There are quite a few devices on the market that have a Raspberry Pi as their core, and having become the proud owner of a solar roof, [Paolo Bonzini] found him self with the Intrade ENR-DTLA04DN datalogger who — let’s just say, had some signs, and at FOSDEM 2023, told us all about it. Installed under the promise of local logging only, the datalogger gave its nature with a power brick emblazoned with the Raspberry Pi logo, a spec sheet identical to that of the Pi 3, and the MAC address of the Raspberry Pi Foundation. This spec sheet also mentioned a MicroSD card – which eventually died, prompting [Paolo] to remove the cover. He threw away the faulty SD card, then replaced it – and put his SSH keys on the machine while he was at it.
At this point, Entrade no longer offers devices with local recording, only a cloud recording option – free, but only for five years, clearly not an option if you like your home cloud-free; Local recording was not without flaws either, and thus, the device was worth exploring. A quick peek at the file system and I found two large, statically bundled binaries, and
strace It gave him a way to spy on the RS485 communications between the datalogger and the roof-coupled solar inverter. Next, dig into the diodes, and collect information on how that device does its job. Previously, he found that the device presented an undocumented API over HTTP while connected to his network, and comparing the API’s work with the data inside the binary got him some good results – but not enough.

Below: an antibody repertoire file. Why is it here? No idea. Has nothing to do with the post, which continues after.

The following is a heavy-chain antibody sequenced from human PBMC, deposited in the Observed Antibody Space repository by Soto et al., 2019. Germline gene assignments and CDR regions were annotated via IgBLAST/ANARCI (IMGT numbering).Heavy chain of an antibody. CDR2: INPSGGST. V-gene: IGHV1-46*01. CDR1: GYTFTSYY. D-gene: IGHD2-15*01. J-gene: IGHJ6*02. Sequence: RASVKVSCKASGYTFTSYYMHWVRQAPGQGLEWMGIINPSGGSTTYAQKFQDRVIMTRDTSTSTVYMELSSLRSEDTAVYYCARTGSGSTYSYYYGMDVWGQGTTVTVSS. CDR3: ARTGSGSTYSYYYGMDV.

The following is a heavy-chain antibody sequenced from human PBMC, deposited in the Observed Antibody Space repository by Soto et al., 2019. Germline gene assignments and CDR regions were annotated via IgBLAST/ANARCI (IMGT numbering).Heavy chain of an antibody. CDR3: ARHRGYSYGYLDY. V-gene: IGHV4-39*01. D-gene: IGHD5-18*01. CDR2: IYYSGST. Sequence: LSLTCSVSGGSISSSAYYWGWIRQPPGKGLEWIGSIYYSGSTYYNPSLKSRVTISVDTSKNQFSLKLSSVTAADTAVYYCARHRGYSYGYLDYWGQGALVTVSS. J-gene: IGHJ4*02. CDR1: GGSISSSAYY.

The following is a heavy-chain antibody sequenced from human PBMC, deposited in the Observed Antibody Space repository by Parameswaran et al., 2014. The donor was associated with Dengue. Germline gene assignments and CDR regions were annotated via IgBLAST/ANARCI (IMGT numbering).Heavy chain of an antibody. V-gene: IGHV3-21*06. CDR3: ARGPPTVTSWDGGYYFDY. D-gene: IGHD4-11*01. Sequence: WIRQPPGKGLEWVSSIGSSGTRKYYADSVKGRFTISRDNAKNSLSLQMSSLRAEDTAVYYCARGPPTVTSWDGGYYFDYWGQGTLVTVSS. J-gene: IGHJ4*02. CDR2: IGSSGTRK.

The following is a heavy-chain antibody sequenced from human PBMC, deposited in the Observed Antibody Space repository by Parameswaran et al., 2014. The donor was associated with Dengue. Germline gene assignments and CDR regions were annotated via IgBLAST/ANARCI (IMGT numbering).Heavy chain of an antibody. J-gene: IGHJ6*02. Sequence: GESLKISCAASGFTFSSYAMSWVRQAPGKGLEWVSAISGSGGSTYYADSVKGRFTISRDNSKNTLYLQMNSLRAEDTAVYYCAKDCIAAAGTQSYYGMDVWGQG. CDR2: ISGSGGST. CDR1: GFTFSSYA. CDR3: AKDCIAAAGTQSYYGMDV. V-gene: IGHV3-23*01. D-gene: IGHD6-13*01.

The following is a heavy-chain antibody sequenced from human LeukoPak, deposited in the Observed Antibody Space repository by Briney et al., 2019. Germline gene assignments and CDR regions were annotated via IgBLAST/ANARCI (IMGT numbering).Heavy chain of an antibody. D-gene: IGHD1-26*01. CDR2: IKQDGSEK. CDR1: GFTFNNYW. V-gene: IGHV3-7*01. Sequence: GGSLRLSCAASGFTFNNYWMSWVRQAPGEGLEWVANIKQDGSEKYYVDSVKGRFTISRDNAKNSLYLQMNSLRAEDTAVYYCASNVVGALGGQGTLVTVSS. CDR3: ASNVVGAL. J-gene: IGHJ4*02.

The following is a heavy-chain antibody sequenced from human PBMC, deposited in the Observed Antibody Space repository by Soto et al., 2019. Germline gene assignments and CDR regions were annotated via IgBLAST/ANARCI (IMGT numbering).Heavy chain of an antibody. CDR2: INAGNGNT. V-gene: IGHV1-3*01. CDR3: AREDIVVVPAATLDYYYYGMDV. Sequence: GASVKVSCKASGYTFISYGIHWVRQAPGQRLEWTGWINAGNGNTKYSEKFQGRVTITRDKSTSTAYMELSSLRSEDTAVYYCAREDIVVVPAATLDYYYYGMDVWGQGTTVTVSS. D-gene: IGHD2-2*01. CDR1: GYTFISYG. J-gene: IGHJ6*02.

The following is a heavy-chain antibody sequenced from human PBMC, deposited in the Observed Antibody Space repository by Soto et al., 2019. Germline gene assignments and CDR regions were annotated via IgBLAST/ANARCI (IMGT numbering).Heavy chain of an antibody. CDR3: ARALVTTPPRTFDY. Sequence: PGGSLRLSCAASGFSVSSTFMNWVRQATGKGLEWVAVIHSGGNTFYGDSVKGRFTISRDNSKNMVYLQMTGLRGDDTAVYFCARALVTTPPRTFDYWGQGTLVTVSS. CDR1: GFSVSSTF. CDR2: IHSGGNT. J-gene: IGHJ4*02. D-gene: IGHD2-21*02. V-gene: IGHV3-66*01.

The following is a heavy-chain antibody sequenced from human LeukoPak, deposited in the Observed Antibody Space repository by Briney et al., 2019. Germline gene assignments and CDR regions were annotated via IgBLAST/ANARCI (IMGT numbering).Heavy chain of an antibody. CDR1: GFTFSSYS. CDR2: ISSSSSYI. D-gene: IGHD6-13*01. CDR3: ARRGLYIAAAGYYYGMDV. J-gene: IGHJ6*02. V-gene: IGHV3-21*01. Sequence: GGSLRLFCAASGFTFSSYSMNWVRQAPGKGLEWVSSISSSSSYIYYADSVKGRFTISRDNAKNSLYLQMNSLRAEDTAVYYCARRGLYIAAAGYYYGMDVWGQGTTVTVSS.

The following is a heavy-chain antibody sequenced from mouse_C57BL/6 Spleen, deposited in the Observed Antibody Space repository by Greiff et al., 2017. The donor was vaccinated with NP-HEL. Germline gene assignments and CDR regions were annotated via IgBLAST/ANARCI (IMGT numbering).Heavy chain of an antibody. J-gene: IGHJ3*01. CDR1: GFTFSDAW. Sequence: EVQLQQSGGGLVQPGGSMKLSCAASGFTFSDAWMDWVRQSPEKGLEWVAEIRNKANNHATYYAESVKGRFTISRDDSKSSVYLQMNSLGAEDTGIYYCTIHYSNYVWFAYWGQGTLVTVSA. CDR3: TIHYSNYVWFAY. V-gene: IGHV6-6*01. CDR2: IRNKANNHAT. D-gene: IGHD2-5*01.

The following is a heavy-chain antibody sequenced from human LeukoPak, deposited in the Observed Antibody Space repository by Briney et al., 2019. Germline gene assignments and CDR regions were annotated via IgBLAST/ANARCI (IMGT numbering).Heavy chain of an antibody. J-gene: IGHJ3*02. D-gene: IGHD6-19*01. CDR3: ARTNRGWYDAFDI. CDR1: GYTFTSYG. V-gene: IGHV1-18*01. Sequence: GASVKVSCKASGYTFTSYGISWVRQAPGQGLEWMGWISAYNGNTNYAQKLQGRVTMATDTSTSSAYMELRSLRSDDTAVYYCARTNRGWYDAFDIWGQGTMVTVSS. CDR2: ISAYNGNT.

The main binary is determined to be Go code and [Paolo] He shows us a step-by-step explanation of how to reverse engineer such diodes in
radare2with a small set of tricks to boot – for example, capturing an output
strings to GitHub URLs to see which libraries are used. In the end, after reverse engineering the protocol, it is completely rewrote the program, Without the previous annoying bugs, and integrated into the home MQTT network that HomeAssistant works with. As a bonus, he also showed us the datalogger’s main PCB, which turned out to be a curious innovation – doesn’t spoil the surprise!
We imagine this search is not only useful when you’re faced with the death of someone similar to a datalogger, but also useful for those who find themselves at the mercy of a sham-free cloud logging plan and want to opt out. Solar technology seems to be an area where Raspberry Pi boards and proprietary interfaces are not uncommon, which is why we’re seeing hackers reverse engineer solar-related devices – for example, check out this exploration of a solar inverter proprietary protocol for data To get out of it, or reverse engineer a decommissioned but perfectly healthy solar inverter software to get the service menu password.
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